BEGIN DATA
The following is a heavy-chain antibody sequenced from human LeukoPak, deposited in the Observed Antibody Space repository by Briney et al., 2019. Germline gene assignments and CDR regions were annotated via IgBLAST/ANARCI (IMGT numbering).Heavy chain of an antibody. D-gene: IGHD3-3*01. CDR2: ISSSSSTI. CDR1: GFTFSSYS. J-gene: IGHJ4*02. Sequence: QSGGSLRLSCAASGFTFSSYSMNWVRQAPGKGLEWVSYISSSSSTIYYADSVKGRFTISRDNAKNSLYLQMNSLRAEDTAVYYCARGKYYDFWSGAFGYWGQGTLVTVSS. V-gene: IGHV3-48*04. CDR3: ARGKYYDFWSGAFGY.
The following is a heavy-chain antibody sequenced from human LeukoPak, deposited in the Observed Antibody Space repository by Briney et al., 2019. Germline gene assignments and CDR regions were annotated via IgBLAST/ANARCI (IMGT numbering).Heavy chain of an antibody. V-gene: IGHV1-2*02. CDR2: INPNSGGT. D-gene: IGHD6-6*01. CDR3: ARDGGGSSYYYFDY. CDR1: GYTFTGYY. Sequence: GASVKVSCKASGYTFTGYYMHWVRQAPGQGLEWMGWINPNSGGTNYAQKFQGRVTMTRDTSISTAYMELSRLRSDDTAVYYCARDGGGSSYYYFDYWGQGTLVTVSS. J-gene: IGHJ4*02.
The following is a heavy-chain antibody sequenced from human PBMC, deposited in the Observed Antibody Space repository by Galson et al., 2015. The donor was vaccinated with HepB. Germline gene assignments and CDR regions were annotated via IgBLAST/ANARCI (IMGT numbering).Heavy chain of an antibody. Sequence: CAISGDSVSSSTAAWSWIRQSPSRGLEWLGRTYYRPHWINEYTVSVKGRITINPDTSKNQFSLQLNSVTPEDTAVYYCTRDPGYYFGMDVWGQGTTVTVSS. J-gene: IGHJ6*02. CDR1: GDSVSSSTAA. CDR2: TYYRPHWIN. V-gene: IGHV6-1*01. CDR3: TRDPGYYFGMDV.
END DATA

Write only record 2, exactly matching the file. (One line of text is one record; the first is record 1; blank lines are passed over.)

The following is a heavy-chain antibody sequenced from human LeukoPak, deposited in the Observed Antibody Space repository by Briney et al., 2019. Germline gene assignments and CDR regions were annotated via IgBLAST/ANARCI (IMGT numbering).Heavy chain of an antibody. V-gene: IGHV1-2*02. CDR2: INPNSGGT. D-gene: IGHD6-6*01. CDR3: ARDGGGSSYYYFDY. CDR1: GYTFTGYY. Sequence: GASVKVSCKASGYTFTGYYMHWVRQAPGQGLEWMGWINPNSGGTNYAQKFQGRVTMTRDTSISTAYMELSRLRSDDTAVYYCARDGGGSSYYYFDYWGQGTLVTVSS. J-gene: IGHJ4*02.